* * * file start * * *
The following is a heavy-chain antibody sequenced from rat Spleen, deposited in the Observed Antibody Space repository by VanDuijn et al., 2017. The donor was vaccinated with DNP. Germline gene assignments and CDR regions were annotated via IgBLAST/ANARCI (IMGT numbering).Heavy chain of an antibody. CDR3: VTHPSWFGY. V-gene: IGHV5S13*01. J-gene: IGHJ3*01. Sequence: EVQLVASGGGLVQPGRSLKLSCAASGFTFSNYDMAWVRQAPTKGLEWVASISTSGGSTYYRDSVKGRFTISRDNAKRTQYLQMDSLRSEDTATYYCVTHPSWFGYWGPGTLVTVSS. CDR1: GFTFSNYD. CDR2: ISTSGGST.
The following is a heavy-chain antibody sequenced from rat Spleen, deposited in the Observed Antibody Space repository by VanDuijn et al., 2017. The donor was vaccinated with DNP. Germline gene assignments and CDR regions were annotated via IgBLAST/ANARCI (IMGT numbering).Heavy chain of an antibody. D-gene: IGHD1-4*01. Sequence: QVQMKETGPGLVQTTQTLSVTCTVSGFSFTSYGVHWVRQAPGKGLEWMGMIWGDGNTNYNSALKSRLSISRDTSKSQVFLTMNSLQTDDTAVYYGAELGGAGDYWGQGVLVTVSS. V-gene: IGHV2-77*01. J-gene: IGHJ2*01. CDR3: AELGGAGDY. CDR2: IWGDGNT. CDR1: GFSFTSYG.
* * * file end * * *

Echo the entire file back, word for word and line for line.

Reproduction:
The following is a heavy-chain antibody sequenced from rat Spleen, deposited in the Observed Antibody Space repository by VanDuijn et al., 2017. The donor was vaccinated with DNP. Germline gene assignments and CDR regions were annotated via IgBLAST/ANARCI (IMGT numbering).Heavy chain of an antibody. CDR3: VTHPSWFGY. V-gene: IGHV5S13*01. J-gene: IGHJ3*01. Sequence: EVQLVASGGGLVQPGRSLKLSCAASGFTFSNYDMAWVRQAPTKGLEWVASISTSGGSTYYRDSVKGRFTISRDNAKRTQYLQMDSLRSEDTATYYCVTHPSWFGYWGPGTLVTVSS. CDR1: GFTFSNYD. CDR2: ISTSGGST.
The following is a heavy-chain antibody sequenced from rat Spleen, deposited in the Observed Antibody Space repository by VanDuijn et al., 2017. The donor was vaccinated with DNP. Germline gene assignments and CDR regions were annotated via IgBLAST/ANARCI (IMGT numbering).Heavy chain of an antibody. D-gene: IGHD1-4*01. Sequence: QVQMKETGPGLVQTTQTLSVTCTVSGFSFTSYGVHWVRQAPGKGLEWMGMIWGDGNTNYNSALKSRLSISRDTSKSQVFLTMNSLQTDDTAVYYGAELGGAGDYWGQGVLVTVSS. V-gene: IGHV2-77*01. J-gene: IGHJ2*01. CDR3: AELGGAGDY. CDR2: IWGDGNT. CDR1: GFSFTSYG.